Day III (April 7, Friday)
There were multiple people who recommended this area called Gerês, which is a national park in the north of Portugal, right before the Spanish border. As there was no possibility to get there by public transport, I had booked a lift with a local company. It was 250€ per car for the day. As we needed two of them, it cost us 50€ per person. I was really not sure if that’s an amount of money we can easily spend, so I had asked it in the Telegram group ahead of the trip. As there was no opposition, I just simply went ahead with the plan. After all, it was great not to have to plan anything.
At 9 am, the drivers arrived right on time. We rode on and the day started. Our driver was a nice guy explaining the surrounding area on the way. Well, not that I could get much as I was in the third row of the car.
The trail was originally prepared by Rohith. I changed it slightly, to include a bit more nature. We were essentially supposed to climb up a mountain, then go down to a river and walk along it till Campo do Gerês (which is a different location from Gerês). I was extremely skeptical about the going down part, but since Komoot suggested it I decided to trust it. The drivers also checked the track, and told us it was an easy track.
The drivers called it “Gerês village”, but it was so crowded with tourists. Some of us also stayed there longer to buy something to eat or to get a cup etc., actually delaying the start significantly.
As I didn’t have enough time to properly create the map this morning, I decided to install Komoot on my phone for the first time. I then actually realized that it works also with my Apple Watch. And so I could simply follow what it told me to do. Amazing.
As we climbed up the hill, I could see that the view was also getting better and better. At the same time, we were also densely surrounded by trees. Between the trees, there was sometimes the river that goes along The Valley, or the lake much farther away.
When we reached more or less the highest point, we had a somewhat longer break, because I could see on the map that there weren’t many trees after that point and therefore it would have been more difficult to find shades. Yes, it was very hot again.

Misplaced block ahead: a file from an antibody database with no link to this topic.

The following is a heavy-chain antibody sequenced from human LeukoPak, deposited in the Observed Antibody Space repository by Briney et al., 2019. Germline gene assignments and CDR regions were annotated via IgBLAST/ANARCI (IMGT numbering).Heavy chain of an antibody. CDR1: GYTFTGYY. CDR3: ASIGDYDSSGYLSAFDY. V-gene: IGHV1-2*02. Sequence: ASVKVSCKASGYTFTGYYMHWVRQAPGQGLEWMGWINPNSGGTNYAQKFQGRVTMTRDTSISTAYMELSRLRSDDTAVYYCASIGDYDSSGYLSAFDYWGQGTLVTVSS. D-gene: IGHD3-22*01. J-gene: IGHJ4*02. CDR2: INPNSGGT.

The transition was really abrupt: indeed the landscape became extremely rocky all of a sudden, with hardly any tree. It was a lot more like a landscape you would see in the Mediterranean area.
Julien, Patrick and I started deviating from the group at some point, as we were walking much faster. At the same time, it was getting more and more difficult, and I was also afraid that people might start complaining, so I also didn’t really wait for the others.
The part I was skeptical about was indeed just as horrible as I had imagined. It looked like the path barely existed, although we could see the indication made with stones that there should be a path. It was one of those moments, where I painfully had to realize, that I shouldn’t trust Komoot when my instinct tells me a something different.
It was quite some effort to go through the bush with my long trousers. Some girls were carrying short pants. They suffered a lot more than me. Good job.
We were supposed to go to Campo, but as soon as we reached the river, I called the taxi to fetch us there where we were. There was also a small stream, where I entered the water for a few seconds. It was freezing cold.
As we still had some time, we also walked up to the “famous” water fall site. Of course for someone like me who comes from Japan it was not that impressive, but it was nice to have a nice Instagram photo for my birthday.
Everyone fortunately made it till the end today. Fortunately no one really complained. I mean, what could they have done after the hike :D. I guess everyone was quite badly tired.
Still, we had enough energy to prepare some pasta and salad. Actually I was hardly involved in the cooking, because I had to plan my trip back to Germany, as my train from Paris to Düsseldorf got cancelled. Great thanks to Shrijal and Miriam for preparing the food. Madhuri, who was really fascinated by the Bengali food, ordered dinner one more time. She was saying she could eat there everyday, but it was really going to happen.
Some time during the dinner, we decided to have a relaxed day the next day. Rohith was anyway organizing a wine tasting session in a port wine factory, so that was essentially going to be the program.
Day IV (April 8, Saturday)
By this point, I started realizing how long this trip really was. So, I was really glad that there was a day, which I didn’t have to account for. We also got up fairly late in the morning and had really slow breakfast. I guess from there was exhaustion remaining from Gerês.
There was just one item in the program today: wine tasting at 5pm. So Rohith, Shrijal, Patrick and I decided to walk to the beach to swim, which means to the other side of the Douro river.